The rest of the cabin is good, too. The fake leather is quite indistinguishable from the real thing and an improvement on the wetsuit material in the lower models. You sit low in the Civic, an impression furthered by the high centre console, so the coupe roofline translates to a coupe feel inside.
The USB and HDMI ports are hidden away in a multi-level arrangement under the dash, with a clever cut that has little notches to help control your cables. A very thoughtful touch.
Civics from the VTi-L onwards sport the 1.5-litre four-cylinder turbo developing 127kW and 220Nm. Compared to the larger 1.8, power is up by 23kW and torque by a whopping 46Nm (or 26 per cent). The front wheels are driven by Honda's continuously variable transmission, which spends a lot of time pretending to be an eight-speed automatic, reinforced by steering-wheel paddles.
Honda claims 6.0L/100km on the combined cycle. Without the aid of stop-start or energy recovery, we got 7.9L/100km (0.4L/100km less than in the VTi-S figure) in mostly gentle suburban and city driving.
The engine in this Civic should be in every Civic. The transmission should be left to the 1.8. That's a fairly stark assessment that requires some explanation.
When pottering around in traffic, the difference is striking - the turbo is far more relaxed and doesn't need to be worked as hard.
Whereas the CVT makes the most of the 1.8's skinny numbers, it is much less at home in the turbo. The whole package is noisier and the irritating flaring (where you lift off the throttle but the revs and speed keep rising for a moment) is magnified because the bigger torque number brings more shove.
When pottering around in traffic, the difference is striking - the turbo is far more relaxed and doesn't need to be worked as hard. Ask a bit more of it and things just get noisier and lawn-mowery and discouraging. No, it's not a performance car, but the engine is a good one and needs the transmission to match.
The rest of the experience is perfectly acceptable apart from the jiggly ride, again common with the cars lower in the range. Smooth surfaces are fine but expansion joints and high-frequency bumps unsettle the cabin. Body roll is noticeable but kept in reasonable check, the handling biased towards safe understeer rather than fun neutrality.
Honda's warranty runs for three-years/100,000km but if you want roadside assist, you'll be asked to stump up for Warranty Plus.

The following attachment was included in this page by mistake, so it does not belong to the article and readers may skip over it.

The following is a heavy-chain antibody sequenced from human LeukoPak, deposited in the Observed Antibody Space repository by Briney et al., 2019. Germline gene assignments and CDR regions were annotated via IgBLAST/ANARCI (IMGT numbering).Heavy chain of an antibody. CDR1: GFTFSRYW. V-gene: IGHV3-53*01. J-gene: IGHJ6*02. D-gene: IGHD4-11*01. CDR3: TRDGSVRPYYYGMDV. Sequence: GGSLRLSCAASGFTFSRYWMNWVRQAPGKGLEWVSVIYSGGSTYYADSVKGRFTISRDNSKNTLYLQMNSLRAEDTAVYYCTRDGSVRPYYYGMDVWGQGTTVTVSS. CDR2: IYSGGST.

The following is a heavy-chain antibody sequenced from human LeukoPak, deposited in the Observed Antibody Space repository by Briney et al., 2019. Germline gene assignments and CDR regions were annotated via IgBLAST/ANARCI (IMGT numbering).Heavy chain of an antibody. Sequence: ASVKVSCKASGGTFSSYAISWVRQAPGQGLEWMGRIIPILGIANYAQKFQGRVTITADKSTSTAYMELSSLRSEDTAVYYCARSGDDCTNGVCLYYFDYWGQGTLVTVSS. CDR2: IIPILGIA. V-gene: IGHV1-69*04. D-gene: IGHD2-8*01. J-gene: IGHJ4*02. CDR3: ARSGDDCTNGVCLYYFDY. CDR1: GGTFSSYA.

Service pricing is published on the Honda website and you're expected to present your Civic to the dealer every 10,000km or 12 months. Up until 100,000km the vast majority of services are $281, with the 80,000km service coming in at $310.
These prices are are ever-so-slightly lower than the 1.8 (not enough to make a difference to a purchasing decision) and don't include certain items such as brake fluid, filters and spark plugs. All prices are available on the website and are listed as "adaptive items."
Civics with the turbo engine are better - that's the one liner. The VTi-LX seems like reasonable value when stacked up against offerings from market leaders like Mazda's 3 SP25 and by-the-fleet-numbers Toyota Corolla ZR sedan. It's certainly more interesting than either. Looking closer in the sales charts, the Honda is really going after the Hyundai Elantra which, at the top level, is cheaper, has a better transmission and chassis but can't match the engine.
It's not a simple choice, because the Civic doesn't do anything startlingly well to put it ahead of its closest competitors, so it's going to come down to an emotional decision. I'm not entirely sure the Civic has the spark to light that particular fire.
|VTi-L||1.8L, PULP, 5 SP AUTO||$14,400 – 20,240||2016 Honda Civic 2016 VTi-L Pricing and Specs|
|VTi-LN||1.8L, PULP, 5 SP AUTO||$14,700 – 20,680||2016 Honda Civic 2016 VTi-LN Pricing and Specs|
|VTi-S||1.8L, PULP, 5 SP AUTO||$13,200 – 19,140||2016 Honda Civic 2016 VTi-S Pricing and Specs|
|Hybrid||1.5L, Hyb/ULP, CVT AUTO||$14,300 – 20,130||2016 Honda Civic 2016 Hybrid Pricing and Specs|